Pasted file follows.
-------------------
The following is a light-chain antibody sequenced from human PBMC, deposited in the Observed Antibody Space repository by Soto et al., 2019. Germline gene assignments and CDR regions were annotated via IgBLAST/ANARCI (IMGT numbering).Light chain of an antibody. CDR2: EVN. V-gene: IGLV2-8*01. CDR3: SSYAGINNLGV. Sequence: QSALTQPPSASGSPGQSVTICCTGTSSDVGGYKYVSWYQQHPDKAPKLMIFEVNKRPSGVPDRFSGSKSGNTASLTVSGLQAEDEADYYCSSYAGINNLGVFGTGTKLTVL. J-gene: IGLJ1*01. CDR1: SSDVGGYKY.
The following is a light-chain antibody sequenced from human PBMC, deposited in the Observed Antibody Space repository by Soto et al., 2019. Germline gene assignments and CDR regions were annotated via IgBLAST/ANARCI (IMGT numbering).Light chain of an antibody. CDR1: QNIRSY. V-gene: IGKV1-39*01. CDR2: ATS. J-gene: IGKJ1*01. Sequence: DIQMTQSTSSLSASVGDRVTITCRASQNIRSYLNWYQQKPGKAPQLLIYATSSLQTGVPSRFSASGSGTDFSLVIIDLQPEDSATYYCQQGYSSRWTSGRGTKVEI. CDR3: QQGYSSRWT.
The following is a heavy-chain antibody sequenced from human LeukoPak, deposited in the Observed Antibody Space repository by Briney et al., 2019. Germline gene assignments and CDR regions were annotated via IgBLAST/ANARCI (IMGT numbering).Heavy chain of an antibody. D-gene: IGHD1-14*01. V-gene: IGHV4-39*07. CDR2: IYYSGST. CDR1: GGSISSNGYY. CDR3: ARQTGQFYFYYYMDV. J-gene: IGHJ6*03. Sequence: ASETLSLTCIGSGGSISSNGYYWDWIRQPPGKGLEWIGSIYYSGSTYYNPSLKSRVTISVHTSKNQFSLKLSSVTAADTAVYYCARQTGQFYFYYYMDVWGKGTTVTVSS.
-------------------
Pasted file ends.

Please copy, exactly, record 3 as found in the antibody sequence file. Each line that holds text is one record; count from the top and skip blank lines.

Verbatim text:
The following is a heavy-chain antibody sequenced from human LeukoPak, deposited in the Observed Antibody Space repository by Briney et al., 2019. Germline gene assignments and CDR regions were annotated via IgBLAST/ANARCI (IMGT numbering).Heavy chain of an antibody. D-gene: IGHD1-14*01. V-gene: IGHV4-39*07. CDR2: IYYSGST. CDR1: GGSISSNGYY. CDR3: ARQTGQFYFYYYMDV. J-gene: IGHJ6*03. Sequence: ASETLSLTCIGSGGSISSNGYYWDWIRQPPGKGLEWIGSIYYSGSTYYNPSLKSRVTISVHTSKNQFSLKLSSVTAADTAVYYCARQTGQFYFYYYMDVWGKGTTVTVSS.